Your Board would like to add to the above, that neither bootmaking nor shirtmaking can conduce more to the injury of girls, either morally or physically, than printing, and it is to be hoped that all Trade Unions, public opinion and sympathy will assist us in regulating this evil in printing offices. » The report and balance-sheet was accepted, after considerable discussion. The election of officers for the ensuing six months resulted as follows: President, J. Fisher (Scott & Co.); vice-president, R. B. Nesbitt (Herald); secretary, Fred. Christmas (McCullagh's); delegates to Trades and Labor Council, W. Jennings, J. Turner, R. B. Nesbitt, and A. T. Good. The meeting was addressed by Mr Mills, President of the Trades and Labor Council, who had been specially invited. The members decided to take part in the Labor Demonstration on 28th October. As the hour was late, the consideration of the new rules was left over to an adjourned meeting to be held on August 23rd.

Wellington, 26 August, 1890.

The half-yearly meeting of the Typographical Society was held at the Trades Hall, Courtenay Place, on Saturday night, 16th August, there being a large attendance of members, and Mr W. P. McGirr (president) occupying the chair. The report and balance-sheet for the half-year, showing the branch to be in a very flourishing condition, was read and adopted, with some slight amendments. A donation of £5 was voted to Mr J. W. Henrichs, secretary, as a recompense for the arduous duties he had had to perform during the half-year. The report recommended that a sum of 10s 6d be voted to Mr D. P. Fisher for personal expenses in connexion with various meetings he had had to attend in connexion with trade matters, but the meeting raised the amount to £2 2s. The action of the Board of Management in connexion with trade matters was criticised, and ultimately received the approval of the meeting. The election of officers resulted as follows: —President, W. P. McGirr (reelected); vice-president, E. M. Hankins (re-elected); secretary, J. W. Henrichs (re-elected); trustees, F. A. Vaughan and J. W. Vanderburgh (re-elected); board members, G. Purdey (re-elected) and B. E. Vaney; Trades Council delegates, W. P. McGirr and H. C. Jones; Executive Council representatives, F. C. Millar and H. Mountier. Mr H. C. Jones was nominated for the office of secretary to the Executive Council, and Messrs T. Jones and F. C. Millar were elected to act on the committee of delegates from the various unions to make arrangements to fittingly celebrate Demonstration Day. The action of the Maritime Council with reference to the Whitcombe and Tombs trouble was favorably commented upon by the meeting, and a unanimous vote of thanks was accorded Mr J. A. Millar, secretary to that council, for his services in the matter.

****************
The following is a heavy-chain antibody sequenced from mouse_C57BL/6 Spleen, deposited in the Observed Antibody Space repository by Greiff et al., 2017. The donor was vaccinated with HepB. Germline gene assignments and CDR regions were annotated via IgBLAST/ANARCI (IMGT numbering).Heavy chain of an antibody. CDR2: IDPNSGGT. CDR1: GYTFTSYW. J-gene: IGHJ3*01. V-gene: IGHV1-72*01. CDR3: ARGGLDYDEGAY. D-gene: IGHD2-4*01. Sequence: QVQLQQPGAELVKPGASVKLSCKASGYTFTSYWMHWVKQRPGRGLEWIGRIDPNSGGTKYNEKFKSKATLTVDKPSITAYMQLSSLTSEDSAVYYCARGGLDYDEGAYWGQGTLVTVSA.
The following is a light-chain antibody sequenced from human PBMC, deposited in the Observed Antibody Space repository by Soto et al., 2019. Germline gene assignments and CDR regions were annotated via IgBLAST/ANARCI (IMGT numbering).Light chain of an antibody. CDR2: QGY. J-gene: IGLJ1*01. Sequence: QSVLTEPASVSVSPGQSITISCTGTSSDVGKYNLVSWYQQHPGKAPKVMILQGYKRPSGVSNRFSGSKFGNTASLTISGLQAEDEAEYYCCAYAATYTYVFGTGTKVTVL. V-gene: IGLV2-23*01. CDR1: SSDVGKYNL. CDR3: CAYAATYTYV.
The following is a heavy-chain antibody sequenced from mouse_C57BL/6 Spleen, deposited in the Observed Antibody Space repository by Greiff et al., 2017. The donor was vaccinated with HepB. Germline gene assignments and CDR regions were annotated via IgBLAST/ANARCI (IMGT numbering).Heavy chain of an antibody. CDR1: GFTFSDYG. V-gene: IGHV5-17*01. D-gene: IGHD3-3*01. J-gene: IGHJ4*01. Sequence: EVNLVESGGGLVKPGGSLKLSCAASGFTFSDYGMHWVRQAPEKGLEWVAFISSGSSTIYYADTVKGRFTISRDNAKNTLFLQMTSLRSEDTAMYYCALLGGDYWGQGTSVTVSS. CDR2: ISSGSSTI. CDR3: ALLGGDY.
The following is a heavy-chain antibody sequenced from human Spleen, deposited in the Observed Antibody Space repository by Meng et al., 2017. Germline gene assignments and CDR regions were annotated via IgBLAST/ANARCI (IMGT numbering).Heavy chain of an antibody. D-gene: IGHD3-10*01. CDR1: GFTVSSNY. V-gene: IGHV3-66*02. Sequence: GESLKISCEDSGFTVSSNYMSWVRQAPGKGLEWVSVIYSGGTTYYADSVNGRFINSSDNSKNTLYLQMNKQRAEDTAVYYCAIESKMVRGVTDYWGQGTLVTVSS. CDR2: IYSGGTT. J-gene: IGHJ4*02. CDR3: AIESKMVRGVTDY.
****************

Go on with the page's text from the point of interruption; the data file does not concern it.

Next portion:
It has been a custom with the hands engaged for the session in the piece-room of the Government Printing Office to hold a re-union at the end of the session. This custom has fallen into disuse for some years, but preparations are now being made for a gathering this year, and a committee has been appointed, of which Mr John Bigg is secretary-treasurer. It is intended to hold a dinner in the Royal Hotel on the 6th September, and invitations have been sent out to a few guests. Having been favoured with a look at the title-page of the programme, which is being manipulated by Mr Bigg, I solicited a « pull » of it, to give it as a specimen of neat composition, rendered very effective by a little rule-twisting. Mr Rigg was formerly with Messrs Lyon & Blair of Wellington, and has just returned from Melbourne, where he was engaged at Messrs Fergusson & Mitchell's.